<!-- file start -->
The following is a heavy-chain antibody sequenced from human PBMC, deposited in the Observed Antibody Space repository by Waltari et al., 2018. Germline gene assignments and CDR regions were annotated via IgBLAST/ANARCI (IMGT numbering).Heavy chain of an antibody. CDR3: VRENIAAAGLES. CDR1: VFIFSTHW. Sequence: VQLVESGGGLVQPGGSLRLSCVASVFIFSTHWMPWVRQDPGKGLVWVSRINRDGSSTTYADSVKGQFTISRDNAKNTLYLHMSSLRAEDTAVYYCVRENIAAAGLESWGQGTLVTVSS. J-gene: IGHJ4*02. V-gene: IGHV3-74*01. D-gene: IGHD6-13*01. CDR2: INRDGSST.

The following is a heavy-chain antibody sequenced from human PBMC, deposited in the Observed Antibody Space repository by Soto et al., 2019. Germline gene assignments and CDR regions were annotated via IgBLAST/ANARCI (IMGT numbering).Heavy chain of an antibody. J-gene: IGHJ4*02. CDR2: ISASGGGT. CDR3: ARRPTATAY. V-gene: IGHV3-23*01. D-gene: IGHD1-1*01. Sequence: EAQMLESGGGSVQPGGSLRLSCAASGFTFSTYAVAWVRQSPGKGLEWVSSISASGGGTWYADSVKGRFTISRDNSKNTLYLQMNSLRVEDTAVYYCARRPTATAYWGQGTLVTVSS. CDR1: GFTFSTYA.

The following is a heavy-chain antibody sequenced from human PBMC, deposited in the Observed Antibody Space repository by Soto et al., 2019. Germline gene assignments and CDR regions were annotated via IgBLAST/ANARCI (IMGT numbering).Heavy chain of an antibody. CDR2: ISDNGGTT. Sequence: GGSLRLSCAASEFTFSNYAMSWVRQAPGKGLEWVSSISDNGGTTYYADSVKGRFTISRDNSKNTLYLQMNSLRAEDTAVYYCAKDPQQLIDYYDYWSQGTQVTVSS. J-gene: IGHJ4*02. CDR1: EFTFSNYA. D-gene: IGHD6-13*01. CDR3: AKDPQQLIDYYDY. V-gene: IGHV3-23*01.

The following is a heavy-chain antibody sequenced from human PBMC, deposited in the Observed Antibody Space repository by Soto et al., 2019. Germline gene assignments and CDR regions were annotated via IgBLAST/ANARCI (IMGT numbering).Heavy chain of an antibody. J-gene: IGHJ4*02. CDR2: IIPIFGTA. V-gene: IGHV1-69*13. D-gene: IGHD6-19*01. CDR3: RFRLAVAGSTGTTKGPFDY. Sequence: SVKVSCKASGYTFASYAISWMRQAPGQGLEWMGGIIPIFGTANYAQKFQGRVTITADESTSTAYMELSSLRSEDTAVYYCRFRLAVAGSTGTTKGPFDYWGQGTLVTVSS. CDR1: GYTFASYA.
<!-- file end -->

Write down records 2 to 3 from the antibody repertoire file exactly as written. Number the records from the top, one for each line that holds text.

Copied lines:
The following is a heavy-chain antibody sequenced from human PBMC, deposited in the Observed Antibody Space repository by Soto et al., 2019. Germline gene assignments and CDR regions were annotated via IgBLAST/ANARCI (IMGT numbering).Heavy chain of an antibody. J-gene: IGHJ4*02. CDR2: ISASGGGT. CDR3: ARRPTATAY. V-gene: IGHV3-23*01. D-gene: IGHD1-1*01. Sequence: EAQMLESGGGSVQPGGSLRLSCAASGFTFSTYAVAWVRQSPGKGLEWVSSISASGGGTWYADSVKGRFTISRDNSKNTLYLQMNSLRVEDTAVYYCARRPTATAYWGQGTLVTVSS. CDR1: GFTFSTYA.

The following is a heavy-chain antibody sequenced from human PBMC, deposited in the Observed Antibody Space repository by Soto et al., 2019. Germline gene assignments and CDR regions were annotated via IgBLAST/ANARCI (IMGT numbering).Heavy chain of an antibody. CDR2: ISDNGGTT. Sequence: GGSLRLSCAASEFTFSNYAMSWVRQAPGKGLEWVSSISDNGGTTYYADSVKGRFTISRDNSKNTLYLQMNSLRAEDTAVYYCAKDPQQLIDYYDYWSQGTQVTVSS. J-gene: IGHJ4*02. CDR1: EFTFSNYA. D-gene: IGHD6-13*01. CDR3: AKDPQQLIDYYDY. V-gene: IGHV3-23*01.